No stables? Perhaps on one of your drives you could call past a raceway or call ahead to a riding school. I love mushroom compost the best. Im the only one in this house that thinks it smells divine.

    1. I also love the smell of mushroom compost plus the free mushrooms that keep growing for weeks if not months, for some reason they always taste better when they have grown outside rather than in the farms tunnels.
      If you don't have room for a shade tunnel could you use cloches over you beds with shade netting on them?

  2. I agree with you about cow manure being a cold manure. Surely there must be a riding school somewhere? I often see manure for sale on Done Deal and screened top soil. We also buy pelleted poultry manure to give crops a boost. Seaweed is good too. So are leaves.

    1. No stables around here Dave that we know of, a near neighbour has dozens of Shetland ponies but of course they don't need stabling or shelter. We do collect leaves from a local wood but get very strange looks from passer-by's, so few people garden around here so I imagine they have no idea what they can be used for.

  3. My friend Jessie from rabidlittlehippy blog organises a rack of the local park which is full of trees. They get trailer loads and share it out. Its become an event with morning tea.

    1. Sorry, that would be "rake". Im using a tablet. I never hear you talk much about your community. Are you isolated?

    2. Yes Lynda, we are very isolated, nearest full time occupied house half a mile away, she is out at work all day, we were very friendly with her mother who died last year, well in her eighties. Nearest town, well more a village is four miles away. We have friends dotted around, nearest ones would be twelve miles away. Nearest group that we have involvement with is twenty five miles away. Unfortunately our local village has very little in the way of groups that we could join, crafts, gardening, art, pottery groups are miles away.

  4. Sounds like you need to start something. How about a "rake the village" group that comes with benefits. You've often said that many in your area dont grow their own vegetables. Perhaps you could print some flyers and offer your expertise to form a group in said village. I would certainly be inspired to visit and see how simply you can grow things. Its just the air ticket thats the bother. LOL. I work full time and i care for two Aspies and i have a garden. It is certainly not able to keep us in veggies each day and some often say its just a hobby garden (which is true) but i can put together salads all summer without going to the shops and im no longer seeing a therapist for depression (now that is a saving).

  5. There is a nation wide group, There are eight areas that hold monthly meetings, our most local one some 28k away was not well supported, the people who did attend were only interested in growing flowers and not veg, and arranging coach trips to see ornamental gardens throughout Ireland which is nice but not what GIY was set up for. They have a good web site but even that is seldom used, I think there was just three postings on the forum last month. It seems that here only people who live in towns and city's who have little or no gardens are the ones most interested in growing. Our most local group no longer runs, the nearest one now 50 miles away, much too far to travel in the dark nights.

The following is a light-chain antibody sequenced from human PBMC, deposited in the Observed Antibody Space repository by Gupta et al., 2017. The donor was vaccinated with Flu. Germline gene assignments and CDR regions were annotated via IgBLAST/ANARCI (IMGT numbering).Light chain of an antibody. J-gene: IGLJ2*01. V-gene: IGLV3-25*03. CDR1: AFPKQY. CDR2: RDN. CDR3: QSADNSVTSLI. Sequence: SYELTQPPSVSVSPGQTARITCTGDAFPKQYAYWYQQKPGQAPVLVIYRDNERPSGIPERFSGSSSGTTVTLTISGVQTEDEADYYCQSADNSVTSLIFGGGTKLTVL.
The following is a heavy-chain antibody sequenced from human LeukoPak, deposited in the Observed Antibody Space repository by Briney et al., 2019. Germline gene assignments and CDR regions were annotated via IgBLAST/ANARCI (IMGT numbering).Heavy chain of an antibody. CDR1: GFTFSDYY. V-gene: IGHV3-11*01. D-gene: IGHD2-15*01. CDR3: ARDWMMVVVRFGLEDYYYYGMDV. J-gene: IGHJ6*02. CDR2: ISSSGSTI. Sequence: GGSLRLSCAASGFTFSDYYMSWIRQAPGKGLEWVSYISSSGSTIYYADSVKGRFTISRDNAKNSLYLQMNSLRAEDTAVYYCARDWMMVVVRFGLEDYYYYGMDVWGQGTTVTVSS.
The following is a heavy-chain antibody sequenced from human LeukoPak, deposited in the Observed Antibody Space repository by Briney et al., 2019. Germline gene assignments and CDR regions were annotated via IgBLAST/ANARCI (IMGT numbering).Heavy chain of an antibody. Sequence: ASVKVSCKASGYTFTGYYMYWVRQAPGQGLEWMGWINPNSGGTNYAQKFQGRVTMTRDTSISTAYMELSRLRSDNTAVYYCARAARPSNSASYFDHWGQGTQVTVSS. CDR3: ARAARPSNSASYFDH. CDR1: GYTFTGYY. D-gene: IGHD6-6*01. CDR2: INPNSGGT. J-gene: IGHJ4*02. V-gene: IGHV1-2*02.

We used to have a very active organic producers group which had run for years, sadly a new person joined, quickly took over for his own agenda and the group folded. By then we had left for warmer climes, when we returned eight years later nice groups such as the one that we had been members of were long gone.
    We have both done our bit for promoting organic growing, I used to teach poultry keeping at an Organic centre, and we both feel we are now too old to start setting anything up again.
    If people want advice they know where we are and how to contact us, but it is very much an exchange between us old timers and there are a few of us, rather than any new blood.

  6. Hi Anne,
    Thank you for your comment on our blog about feeding chickens via compost. It's really interesting and I'd like to know more. I see that there is no facility to contact you through your profile (the same with my blog to avoid nuisance messages) but, if you click on our holiday cottage ad at the top right of the blog, you'll be able to email me that way, then I'll have your address. I look forward to hearing from you.
    Best wishes,

  7. Thanks Stuart, have made contact via your blog.

  8. Poor Mr Buffy! A fine handsome chap and top fertile rooster. We will be proud to keep his DNA running in our lot.

  9. Well we have his son and three daughters, so his genes live on.